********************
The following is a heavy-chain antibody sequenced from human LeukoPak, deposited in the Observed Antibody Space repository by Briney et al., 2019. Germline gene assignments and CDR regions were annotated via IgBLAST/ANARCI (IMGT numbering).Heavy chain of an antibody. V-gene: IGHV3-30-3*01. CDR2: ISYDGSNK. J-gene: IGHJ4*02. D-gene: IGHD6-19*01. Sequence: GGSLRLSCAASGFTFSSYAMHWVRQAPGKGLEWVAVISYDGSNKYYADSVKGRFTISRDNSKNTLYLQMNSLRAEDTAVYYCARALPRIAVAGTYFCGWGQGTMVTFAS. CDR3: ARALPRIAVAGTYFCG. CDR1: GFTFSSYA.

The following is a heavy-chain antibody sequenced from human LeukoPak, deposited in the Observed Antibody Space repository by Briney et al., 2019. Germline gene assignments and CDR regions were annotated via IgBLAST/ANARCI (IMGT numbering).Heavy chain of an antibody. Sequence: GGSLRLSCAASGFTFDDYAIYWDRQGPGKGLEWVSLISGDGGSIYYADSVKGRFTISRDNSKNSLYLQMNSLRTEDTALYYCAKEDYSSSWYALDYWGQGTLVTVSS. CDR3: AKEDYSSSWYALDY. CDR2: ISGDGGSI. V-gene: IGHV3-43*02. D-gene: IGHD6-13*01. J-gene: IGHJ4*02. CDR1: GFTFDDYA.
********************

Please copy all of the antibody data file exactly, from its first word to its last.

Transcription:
The following is a heavy-chain antibody sequenced from human LeukoPak, deposited in the Observed Antibody Space repository by Briney et al., 2019. Germline gene assignments and CDR regions were annotated via IgBLAST/ANARCI (IMGT numbering).Heavy chain of an antibody. V-gene: IGHV3-30-3*01. CDR2: ISYDGSNK. J-gene: IGHJ4*02. D-gene: IGHD6-19*01. Sequence: GGSLRLSCAASGFTFSSYAMHWVRQAPGKGLEWVAVISYDGSNKYYADSVKGRFTISRDNSKNTLYLQMNSLRAEDTAVYYCARALPRIAVAGTYFCGWGQGTMVTFAS. CDR3: ARALPRIAVAGTYFCG. CDR1: GFTFSSYA.

The following is a heavy-chain antibody sequenced from human LeukoPak, deposited in the Observed Antibody Space repository by Briney et al., 2019. Germline gene assignments and CDR regions were annotated via IgBLAST/ANARCI (IMGT numbering).Heavy chain of an antibody. Sequence: GGSLRLSCAASGFTFDDYAIYWDRQGPGKGLEWVSLISGDGGSIYYADSVKGRFTISRDNSKNSLYLQMNSLRTEDTALYYCAKEDYSSSWYALDYWGQGTLVTVSS. CDR3: AKEDYSSSWYALDY. CDR2: ISGDGGSI. V-gene: IGHV3-43*02. D-gene: IGHD6-13*01. J-gene: IGHJ4*02. CDR1: GFTFDDYA.